Consider the following generalization curve, which shows the loss for both the training set and validation set against the number of training iterations.
Figure 1. Loss on training set and validation set.
Figure 1 shows a model in which training loss gradually decreases, but validation loss eventually goes up. In other words, this generalization curve shows that the model is overfitting to the data in the training set. Channeling our inner Ockham, perhaps we could prevent overfitting by penalizing complex models, a principle called regularization.
In other words, instead of simply aiming to minimize loss (empirical risk minimization):
we'll now minimize loss+complexity, which is called structural risk minimization:
Our training optimization algorithm is now a function of two terms: the loss term, which measures how well the model fits the data, and the regularization term, which measures model complexity.
Machine Learning Crash Course focuses on two common (and somewhat related) ways to think of model complexity:
- Model complexity as a function of the weights of all the features in the model.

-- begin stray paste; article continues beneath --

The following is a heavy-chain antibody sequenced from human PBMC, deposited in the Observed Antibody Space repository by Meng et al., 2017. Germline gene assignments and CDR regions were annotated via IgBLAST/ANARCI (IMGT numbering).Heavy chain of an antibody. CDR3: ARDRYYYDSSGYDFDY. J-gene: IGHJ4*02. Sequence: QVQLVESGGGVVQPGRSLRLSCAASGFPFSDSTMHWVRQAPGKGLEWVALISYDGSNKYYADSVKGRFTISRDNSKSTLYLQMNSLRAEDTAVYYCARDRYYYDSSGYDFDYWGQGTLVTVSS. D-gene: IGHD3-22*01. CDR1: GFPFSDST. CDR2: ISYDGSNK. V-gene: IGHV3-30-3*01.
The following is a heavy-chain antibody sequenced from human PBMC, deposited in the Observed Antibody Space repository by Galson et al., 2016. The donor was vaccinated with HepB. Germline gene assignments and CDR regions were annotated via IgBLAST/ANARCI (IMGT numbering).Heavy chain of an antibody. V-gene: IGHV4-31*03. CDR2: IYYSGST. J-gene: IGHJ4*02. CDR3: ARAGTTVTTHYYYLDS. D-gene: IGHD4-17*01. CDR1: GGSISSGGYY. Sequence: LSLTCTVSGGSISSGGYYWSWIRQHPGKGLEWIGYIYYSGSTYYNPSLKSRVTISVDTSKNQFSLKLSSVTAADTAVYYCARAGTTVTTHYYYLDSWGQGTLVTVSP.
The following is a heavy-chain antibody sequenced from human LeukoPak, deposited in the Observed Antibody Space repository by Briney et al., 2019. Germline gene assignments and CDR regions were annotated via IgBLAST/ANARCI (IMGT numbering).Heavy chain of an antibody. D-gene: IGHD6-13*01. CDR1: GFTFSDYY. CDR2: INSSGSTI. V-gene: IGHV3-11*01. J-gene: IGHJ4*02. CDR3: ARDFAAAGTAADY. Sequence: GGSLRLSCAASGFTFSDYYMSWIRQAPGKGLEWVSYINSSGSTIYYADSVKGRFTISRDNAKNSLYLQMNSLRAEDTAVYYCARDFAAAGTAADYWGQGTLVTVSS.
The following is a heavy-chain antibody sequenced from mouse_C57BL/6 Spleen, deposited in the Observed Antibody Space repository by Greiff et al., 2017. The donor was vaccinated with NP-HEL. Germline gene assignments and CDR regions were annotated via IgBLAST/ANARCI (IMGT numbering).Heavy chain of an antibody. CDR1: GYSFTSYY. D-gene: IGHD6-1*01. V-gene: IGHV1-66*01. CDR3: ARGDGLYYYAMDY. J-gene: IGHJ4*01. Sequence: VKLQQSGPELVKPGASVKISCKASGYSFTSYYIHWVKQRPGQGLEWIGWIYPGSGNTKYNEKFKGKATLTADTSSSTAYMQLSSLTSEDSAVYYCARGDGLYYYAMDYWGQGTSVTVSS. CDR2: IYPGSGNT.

- Model complexity as a function of the total number of features with nonzero weights. (A later module covers this approach.)
If model complexity is a function of weights, a feature weight with a high absolute value is more complex than a feature weight with a low absolute value.
We can quantify complexity using the L2 regularization formula, which defines the regularization term as the sum of the squares of all the feature weights:
In this formula, weights close to zero have little effect on model complexity, while outlier weights can have a huge impact.
For example, a linear model with the following weights:
Has an L2 regularization term of 26.915:
But \(w_3\) (bolded above), with a squared value of 25, contributes nearly all the complexity. The sum of the squares of all five other weights adds just 1.915 to the L2 regularization term.